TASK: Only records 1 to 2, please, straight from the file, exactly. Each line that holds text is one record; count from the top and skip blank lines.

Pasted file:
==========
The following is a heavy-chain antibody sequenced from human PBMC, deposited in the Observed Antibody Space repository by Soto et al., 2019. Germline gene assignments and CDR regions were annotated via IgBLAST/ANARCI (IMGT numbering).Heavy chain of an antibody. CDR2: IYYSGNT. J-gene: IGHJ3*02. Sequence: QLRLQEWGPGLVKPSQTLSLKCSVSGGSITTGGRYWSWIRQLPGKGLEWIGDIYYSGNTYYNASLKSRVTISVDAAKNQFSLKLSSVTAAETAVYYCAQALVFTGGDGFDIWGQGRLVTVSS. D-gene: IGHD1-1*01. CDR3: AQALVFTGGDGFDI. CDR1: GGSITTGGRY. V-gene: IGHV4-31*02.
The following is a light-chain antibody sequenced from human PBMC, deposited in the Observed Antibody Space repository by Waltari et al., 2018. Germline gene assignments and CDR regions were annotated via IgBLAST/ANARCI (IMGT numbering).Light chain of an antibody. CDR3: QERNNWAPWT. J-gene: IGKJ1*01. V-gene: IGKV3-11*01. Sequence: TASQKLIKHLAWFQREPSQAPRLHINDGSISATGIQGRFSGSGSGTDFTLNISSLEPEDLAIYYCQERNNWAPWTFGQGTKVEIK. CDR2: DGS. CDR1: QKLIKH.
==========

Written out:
The following is a heavy-chain antibody sequenced from human PBMC, deposited in the Observed Antibody Space repository by Soto et al., 2019. Germline gene assignments and CDR regions were annotated via IgBLAST/ANARCI (IMGT numbering).Heavy chain of an antibody. CDR2: IYYSGNT. J-gene: IGHJ3*02. Sequence: QLRLQEWGPGLVKPSQTLSLKCSVSGGSITTGGRYWSWIRQLPGKGLEWIGDIYYSGNTYYNASLKSRVTISVDAAKNQFSLKLSSVTAAETAVYYCAQALVFTGGDGFDIWGQGRLVTVSS. D-gene: IGHD1-1*01. CDR3: AQALVFTGGDGFDI. CDR1: GGSITTGGRY. V-gene: IGHV4-31*02.
The following is a light-chain antibody sequenced from human PBMC, deposited in the Observed Antibody Space repository by Waltari et al., 2018. Germline gene assignments and CDR regions were annotated via IgBLAST/ANARCI (IMGT numbering).Light chain of an antibody. CDR3: QERNNWAPWT. J-gene: IGKJ1*01. V-gene: IGKV3-11*01. Sequence: TASQKLIKHLAWFQREPSQAPRLHINDGSISATGIQGRFSGSGSGTDFTLNISSLEPEDLAIYYCQERNNWAPWTFGQGTKVEIK. CDR2: DGS. CDR1: QKLIKH.